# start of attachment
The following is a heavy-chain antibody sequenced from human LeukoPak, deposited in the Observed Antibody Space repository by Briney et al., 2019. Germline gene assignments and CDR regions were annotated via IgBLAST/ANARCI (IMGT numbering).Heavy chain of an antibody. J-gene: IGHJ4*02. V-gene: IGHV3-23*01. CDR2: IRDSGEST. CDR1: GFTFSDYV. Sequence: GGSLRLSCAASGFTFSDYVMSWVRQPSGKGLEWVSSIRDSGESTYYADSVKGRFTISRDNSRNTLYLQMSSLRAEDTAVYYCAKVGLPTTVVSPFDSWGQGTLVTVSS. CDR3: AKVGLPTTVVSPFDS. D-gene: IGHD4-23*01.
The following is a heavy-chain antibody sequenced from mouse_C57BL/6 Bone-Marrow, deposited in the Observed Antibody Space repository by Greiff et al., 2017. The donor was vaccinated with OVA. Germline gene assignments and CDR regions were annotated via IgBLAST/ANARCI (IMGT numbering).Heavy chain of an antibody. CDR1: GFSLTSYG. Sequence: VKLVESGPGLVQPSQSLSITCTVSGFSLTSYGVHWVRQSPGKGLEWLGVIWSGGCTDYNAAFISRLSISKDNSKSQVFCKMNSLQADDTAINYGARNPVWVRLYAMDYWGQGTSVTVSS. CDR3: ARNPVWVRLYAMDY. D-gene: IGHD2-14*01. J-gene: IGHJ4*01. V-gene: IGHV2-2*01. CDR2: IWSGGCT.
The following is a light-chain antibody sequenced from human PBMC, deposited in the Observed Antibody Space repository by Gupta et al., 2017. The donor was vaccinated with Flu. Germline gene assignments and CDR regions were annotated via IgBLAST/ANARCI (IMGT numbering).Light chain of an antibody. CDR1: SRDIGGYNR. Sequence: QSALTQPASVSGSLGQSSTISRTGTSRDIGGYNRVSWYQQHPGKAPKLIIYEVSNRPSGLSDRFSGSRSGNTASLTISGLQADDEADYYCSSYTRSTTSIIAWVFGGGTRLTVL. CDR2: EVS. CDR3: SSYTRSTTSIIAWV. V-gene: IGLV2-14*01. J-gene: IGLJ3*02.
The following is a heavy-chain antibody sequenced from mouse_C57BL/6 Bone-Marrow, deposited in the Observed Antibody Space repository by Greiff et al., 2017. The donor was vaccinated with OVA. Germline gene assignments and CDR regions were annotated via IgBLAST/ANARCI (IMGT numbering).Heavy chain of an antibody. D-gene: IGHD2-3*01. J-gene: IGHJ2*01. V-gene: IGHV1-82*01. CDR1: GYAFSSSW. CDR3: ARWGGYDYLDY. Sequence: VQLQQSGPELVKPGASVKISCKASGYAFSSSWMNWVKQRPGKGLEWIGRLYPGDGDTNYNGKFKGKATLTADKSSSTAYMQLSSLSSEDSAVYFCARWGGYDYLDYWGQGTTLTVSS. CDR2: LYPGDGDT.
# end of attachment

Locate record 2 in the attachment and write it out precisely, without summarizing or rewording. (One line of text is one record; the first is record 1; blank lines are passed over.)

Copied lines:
The following is a heavy-chain antibody sequenced from mouse_C57BL/6 Bone-Marrow, deposited in the Observed Antibody Space repository by Greiff et al., 2017. The donor was vaccinated with OVA. Germline gene assignments and CDR regions were annotated via IgBLAST/ANARCI (IMGT numbering).Heavy chain of an antibody. CDR1: GFSLTSYG. Sequence: VKLVESGPGLVQPSQSLSITCTVSGFSLTSYGVHWVRQSPGKGLEWLGVIWSGGCTDYNAAFISRLSISKDNSKSQVFCKMNSLQADDTAINYGARNPVWVRLYAMDYWGQGTSVTVSS. CDR3: ARNPVWVRLYAMDY. D-gene: IGHD2-14*01. J-gene: IGHJ4*01. V-gene: IGHV2-2*01. CDR2: IWSGGCT.